Today, organizations understand the importance of good external data that can be integrated with internal data to train machine learning models. Our Machine Learning Dynamic Insights research showed that external data adds a significant value in gaining competitive advantage, improving customer experience and increasing sales. But getting the right external data for a particular requirement is not always easy. Internal data is usually not enough to train different models because of its narrow scope of usage and lack of relevance. Manual data acquisition methods are resource-intensive and can take weeks or months to get the data ready to feed into models.
Natural language processing (NLP) is a field that combines artificial intelligence (AI), data science and linguistics that enables computers to understand, interpret and manipulate text or spoken words. NLP includes generating narratives based on a set of data values, using text or speech as inputs to access information, and analysing text or speech, for instance, to determine its sentiment. There are various techniques for interpreting human language, ranging from statistical and machine learning (ML) methods to rules-based and algorithmic approaches. In this perspective, we will focus on two aspects of NLP: natural language query (NLQ), which offers the ability to use natural language expressions to discover and understand data, and natural language generation (NLG), which uses AI to produce written or spoken narratives from a dataset. NLQ and NLG enable business personnel to communicate information needs with business intelligence (BI) systems more easily.
Despite all the advances organizations have made with respect to analytics, our most recent research shows the majority of the workforce in the majority of organizations are not using analytics and business intelligence (BI). Less than one-quarter (23%) report that one-half or more of their workforce is using analytics and BI. This is a problem. It means organizations are not enabling their workforce to perform at peak efficiency and effectiveness. It means the workforce in many organizations does not have access to the same information by which they are being measured. It means organizations must find other ways to communicate with, and manage, the workforce.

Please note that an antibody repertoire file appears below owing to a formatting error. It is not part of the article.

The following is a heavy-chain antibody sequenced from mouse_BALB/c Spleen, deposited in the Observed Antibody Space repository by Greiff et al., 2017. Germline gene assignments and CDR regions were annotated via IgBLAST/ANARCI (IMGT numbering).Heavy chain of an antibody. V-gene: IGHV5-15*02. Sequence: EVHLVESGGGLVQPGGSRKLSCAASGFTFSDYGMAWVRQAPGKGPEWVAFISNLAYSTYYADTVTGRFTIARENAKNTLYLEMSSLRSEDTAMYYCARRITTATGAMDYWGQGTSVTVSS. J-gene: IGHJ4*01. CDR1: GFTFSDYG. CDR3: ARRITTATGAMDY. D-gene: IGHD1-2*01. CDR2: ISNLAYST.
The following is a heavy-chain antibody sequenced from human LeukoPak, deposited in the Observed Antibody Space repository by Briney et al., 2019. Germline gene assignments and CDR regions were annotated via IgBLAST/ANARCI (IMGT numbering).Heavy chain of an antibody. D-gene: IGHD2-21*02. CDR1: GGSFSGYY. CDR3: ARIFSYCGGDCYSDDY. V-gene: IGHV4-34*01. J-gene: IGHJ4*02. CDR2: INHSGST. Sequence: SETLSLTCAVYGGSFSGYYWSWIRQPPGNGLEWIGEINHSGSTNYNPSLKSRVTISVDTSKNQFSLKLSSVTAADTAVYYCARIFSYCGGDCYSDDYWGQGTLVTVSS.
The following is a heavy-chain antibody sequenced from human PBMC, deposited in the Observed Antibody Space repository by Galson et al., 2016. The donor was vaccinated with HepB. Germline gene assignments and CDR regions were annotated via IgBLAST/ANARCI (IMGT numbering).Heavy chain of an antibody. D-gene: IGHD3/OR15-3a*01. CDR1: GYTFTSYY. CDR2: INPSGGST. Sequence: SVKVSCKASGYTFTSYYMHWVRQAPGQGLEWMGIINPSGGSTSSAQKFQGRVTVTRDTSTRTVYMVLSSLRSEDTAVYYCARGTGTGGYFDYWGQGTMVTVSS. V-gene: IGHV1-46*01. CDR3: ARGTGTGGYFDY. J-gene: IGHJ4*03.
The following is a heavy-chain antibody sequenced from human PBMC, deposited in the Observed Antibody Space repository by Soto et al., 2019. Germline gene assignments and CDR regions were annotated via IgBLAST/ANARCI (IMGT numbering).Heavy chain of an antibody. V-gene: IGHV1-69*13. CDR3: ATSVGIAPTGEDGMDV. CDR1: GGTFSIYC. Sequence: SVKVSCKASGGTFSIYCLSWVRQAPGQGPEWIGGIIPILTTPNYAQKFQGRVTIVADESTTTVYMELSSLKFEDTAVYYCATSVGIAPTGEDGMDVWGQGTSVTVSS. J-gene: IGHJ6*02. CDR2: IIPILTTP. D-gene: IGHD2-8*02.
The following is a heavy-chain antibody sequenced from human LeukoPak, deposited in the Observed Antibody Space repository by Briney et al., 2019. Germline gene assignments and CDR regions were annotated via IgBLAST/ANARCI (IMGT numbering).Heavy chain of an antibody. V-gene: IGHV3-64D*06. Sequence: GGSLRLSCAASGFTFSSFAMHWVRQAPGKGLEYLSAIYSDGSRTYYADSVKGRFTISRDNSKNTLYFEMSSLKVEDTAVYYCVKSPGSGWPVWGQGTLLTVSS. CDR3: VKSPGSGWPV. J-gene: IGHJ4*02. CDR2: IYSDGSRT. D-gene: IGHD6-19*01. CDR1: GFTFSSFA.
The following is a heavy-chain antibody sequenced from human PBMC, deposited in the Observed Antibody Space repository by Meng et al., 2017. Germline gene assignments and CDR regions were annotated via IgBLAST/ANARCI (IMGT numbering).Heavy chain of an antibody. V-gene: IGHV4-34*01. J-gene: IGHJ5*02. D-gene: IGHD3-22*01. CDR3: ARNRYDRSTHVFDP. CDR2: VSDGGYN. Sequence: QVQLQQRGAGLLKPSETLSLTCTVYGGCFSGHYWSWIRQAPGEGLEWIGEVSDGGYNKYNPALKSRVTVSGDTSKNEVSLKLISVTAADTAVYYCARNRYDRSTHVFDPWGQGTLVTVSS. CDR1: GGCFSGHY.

Topics: Sales, embedded analytics, Analytics, Business Intelligence, Data, Sales Performance Management, Digital Technology, Digital Commerce, natural language processing, subscription management, partner management, sales engagement, revenue management, Collaborative & Conversational Computing
Many organizations invest in data governance out of concern over misuse of data or potential data breaches. These are important considerations and valid aspects of data governance programs. However, good data governance also has positive impacts on organizations. For example, I have previously written about the valuable connection between the use of data catalogs and satisfaction with an organization’s data lake. Our most recent Analytics and Data Benchmark Research demonstrates some of the beneficial links between data governance and analytics. In this Perspective, I’ll share some of the correlations identified in our research.
Organizations of all sizes are dealing with exponentially increasing data volume and data sources, which creates challenges such as siloed information, increased technical complexities across various systems and slow reporting of important business metrics. Migrating to the cloud does not solve the problems associated with performing analytics and business intelligence on data stored in disparate systems. Also, the computing power needed to process large volumes of data consists of clusters of servers with hundreds or thousands of nodes that can be difficult to administer. Our Analytics and Data Benchmark Research shows that organizations have concerns about current analytics and BI technology. Findings include difficulty integrating data with other business processes, systems that are not flexible enough to scale operations and trouble accessing data from various data sources.